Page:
10/24/2002
Correspondence Charge Against Devlin False Once Again
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Correspondence Charge Against Devlin False Once Again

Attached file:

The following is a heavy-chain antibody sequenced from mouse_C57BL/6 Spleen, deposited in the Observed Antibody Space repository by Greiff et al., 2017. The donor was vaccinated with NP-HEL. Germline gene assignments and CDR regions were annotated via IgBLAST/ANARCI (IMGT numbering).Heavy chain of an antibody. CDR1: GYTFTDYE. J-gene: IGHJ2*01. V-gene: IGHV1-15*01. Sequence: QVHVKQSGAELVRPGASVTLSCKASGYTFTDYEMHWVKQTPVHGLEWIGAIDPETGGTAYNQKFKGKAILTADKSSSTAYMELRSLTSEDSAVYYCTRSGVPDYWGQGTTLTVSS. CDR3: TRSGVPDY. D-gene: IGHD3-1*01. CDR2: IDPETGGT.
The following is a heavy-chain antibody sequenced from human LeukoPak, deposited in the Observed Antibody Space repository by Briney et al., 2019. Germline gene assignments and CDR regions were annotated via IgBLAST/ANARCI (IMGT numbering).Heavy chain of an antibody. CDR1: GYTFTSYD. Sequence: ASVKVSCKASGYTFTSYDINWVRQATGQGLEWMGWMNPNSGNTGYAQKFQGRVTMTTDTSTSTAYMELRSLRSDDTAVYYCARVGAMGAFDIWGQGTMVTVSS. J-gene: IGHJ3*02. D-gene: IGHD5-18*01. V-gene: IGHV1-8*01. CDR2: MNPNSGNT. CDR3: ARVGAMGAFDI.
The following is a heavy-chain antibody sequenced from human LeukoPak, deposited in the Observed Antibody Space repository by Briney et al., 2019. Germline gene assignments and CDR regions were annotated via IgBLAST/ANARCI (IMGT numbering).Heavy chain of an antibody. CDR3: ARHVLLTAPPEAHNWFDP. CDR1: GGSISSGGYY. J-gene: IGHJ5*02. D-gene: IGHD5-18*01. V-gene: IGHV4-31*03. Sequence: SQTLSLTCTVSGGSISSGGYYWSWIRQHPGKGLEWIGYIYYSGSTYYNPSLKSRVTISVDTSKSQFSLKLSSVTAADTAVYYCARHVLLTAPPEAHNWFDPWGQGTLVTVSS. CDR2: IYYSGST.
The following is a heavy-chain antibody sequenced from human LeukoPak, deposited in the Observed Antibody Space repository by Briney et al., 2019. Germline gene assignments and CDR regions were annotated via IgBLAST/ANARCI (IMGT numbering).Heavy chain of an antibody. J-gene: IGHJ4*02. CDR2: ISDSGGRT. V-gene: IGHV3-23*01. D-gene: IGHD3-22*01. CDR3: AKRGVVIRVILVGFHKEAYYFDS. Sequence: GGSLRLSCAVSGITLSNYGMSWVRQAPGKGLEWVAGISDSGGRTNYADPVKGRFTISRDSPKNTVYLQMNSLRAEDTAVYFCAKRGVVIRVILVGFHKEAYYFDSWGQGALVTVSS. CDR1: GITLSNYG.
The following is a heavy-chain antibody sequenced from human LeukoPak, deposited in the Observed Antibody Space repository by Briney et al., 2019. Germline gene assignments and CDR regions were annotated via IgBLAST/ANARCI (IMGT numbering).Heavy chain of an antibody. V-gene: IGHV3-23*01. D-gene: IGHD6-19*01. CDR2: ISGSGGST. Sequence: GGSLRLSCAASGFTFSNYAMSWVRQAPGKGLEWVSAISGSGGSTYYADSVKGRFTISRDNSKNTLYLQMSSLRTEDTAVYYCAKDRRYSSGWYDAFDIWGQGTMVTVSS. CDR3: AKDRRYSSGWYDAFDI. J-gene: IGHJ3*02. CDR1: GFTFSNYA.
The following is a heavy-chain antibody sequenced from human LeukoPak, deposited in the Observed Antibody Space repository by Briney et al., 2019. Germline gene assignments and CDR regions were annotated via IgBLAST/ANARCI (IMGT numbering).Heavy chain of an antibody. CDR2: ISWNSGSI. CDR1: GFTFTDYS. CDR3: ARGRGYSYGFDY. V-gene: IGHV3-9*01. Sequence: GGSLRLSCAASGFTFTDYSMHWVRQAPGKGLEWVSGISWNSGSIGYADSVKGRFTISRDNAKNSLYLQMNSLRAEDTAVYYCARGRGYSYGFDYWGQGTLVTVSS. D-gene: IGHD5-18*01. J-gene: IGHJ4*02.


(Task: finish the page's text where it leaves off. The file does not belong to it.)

BY Faithe Ledbetter